Mother Teresa of Calcutta is to be officially named a Saint by the Roman Catholic Church on Sunday. Although sainthood is a status associated with holiness, the process is filled with lengthy bureaucratic procedures and extensive amount of money.
There have been some religious leaders who have been vying for her ascension into sainthood for years, and it is finally happening. One of these leaders is the late Pope John Paul with whom Mother Teresa met often, twisted Vatican policy in order to allow for the procedure to establish her case for sainthood to be underway two years after her death rather than five.
The path to sainthood in a nutshell
The process begins with a diocese, who becomes the postulator, believing that someone among their community has lived a saintly life and upon the formal opening of the cause, the person would receive the title of “Servant of God”.
The postulator then sends great documentation to the Vatican, which is assigned to a ‘realtor’ who will oversee the case and in collaboration with theologians, would determine whether or not the person is worthy to proceed. If the person is in fact deemed worthy, they receive the title “venerable” which precedes the next stage: beautification. This particular step is one of the most difficult as it requires the occurrence of a miracle.
After the first miracle is achieved, a second one is needed to be able to move forward on the path to sainthood. In Mother Teresa’s case, her first miracle involved an Indian woman named Monica Bersa whose stomach tumor vanished after she and others prayed to her a year after her death in 1997. Her second concerned a Brazilian man, Marcilio Andrino, who reportedly recovered from a severe brain infection in 2008 after his family turned to Mother Teresa in prayer. Although her first miracle received criticism because some believed it was due to medical treatment and not divine intervention, the Catholic Church chose to recognize the holy act.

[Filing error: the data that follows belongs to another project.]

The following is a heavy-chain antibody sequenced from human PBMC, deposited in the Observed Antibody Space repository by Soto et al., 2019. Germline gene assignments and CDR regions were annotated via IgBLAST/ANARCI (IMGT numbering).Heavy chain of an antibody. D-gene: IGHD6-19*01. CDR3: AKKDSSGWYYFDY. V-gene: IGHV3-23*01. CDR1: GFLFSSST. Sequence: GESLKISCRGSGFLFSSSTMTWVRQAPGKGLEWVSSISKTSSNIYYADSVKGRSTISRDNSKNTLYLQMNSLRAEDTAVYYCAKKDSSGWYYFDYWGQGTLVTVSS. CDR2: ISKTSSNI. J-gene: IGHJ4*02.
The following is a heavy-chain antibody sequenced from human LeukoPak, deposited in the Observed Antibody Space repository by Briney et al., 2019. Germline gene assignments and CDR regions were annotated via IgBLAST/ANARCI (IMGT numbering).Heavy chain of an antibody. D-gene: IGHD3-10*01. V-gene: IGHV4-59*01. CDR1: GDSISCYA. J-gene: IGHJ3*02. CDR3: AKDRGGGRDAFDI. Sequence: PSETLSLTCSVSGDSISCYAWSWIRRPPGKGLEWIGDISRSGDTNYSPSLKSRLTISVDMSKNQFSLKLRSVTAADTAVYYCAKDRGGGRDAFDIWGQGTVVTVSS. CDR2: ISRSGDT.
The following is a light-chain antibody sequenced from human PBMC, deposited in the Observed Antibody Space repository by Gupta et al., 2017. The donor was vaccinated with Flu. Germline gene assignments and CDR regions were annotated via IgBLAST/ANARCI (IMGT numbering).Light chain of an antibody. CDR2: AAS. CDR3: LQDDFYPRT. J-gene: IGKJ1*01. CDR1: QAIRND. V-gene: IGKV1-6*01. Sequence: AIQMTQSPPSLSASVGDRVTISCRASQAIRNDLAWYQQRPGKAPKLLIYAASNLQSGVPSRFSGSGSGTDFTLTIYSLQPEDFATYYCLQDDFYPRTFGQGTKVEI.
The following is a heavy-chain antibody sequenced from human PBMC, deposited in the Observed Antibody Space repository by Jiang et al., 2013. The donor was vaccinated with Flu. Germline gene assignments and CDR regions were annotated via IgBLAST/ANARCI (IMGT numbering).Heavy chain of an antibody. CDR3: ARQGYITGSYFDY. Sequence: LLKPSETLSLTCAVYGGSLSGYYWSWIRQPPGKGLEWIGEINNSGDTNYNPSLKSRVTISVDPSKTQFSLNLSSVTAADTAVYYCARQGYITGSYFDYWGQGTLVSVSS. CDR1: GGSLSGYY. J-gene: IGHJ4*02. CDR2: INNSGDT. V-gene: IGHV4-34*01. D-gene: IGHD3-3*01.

Although becoming a saint is a privilege next to divinity, the system of canonization and beatification can incite corruption. One example is the Catholic institution, Opus Dei, which was accused of using its dense finances to quicken the canonization of Father Josemaría Escrivá de Balaguer, founder of the institution, who was subsequently declared saint in 2002.
Portrait of Mother Teresa in Washington DC
The official portrait that will be used as her canonisation was unveiled at the St. John Paul II National Shrine in the US capital on Thursday, 1 September. The portrait was painted by Chris Fagan and was commissioned by the Knights of Columbus as a gift for the Missionaries Charity, of which Mother Teresa was the founder. The painting will be taken to the Vatican to be placed in front of St, Peter’s Basilica.
Almost a decade after her passing, the beautified Nobel Peace Prize winner will finally have reached sainthood.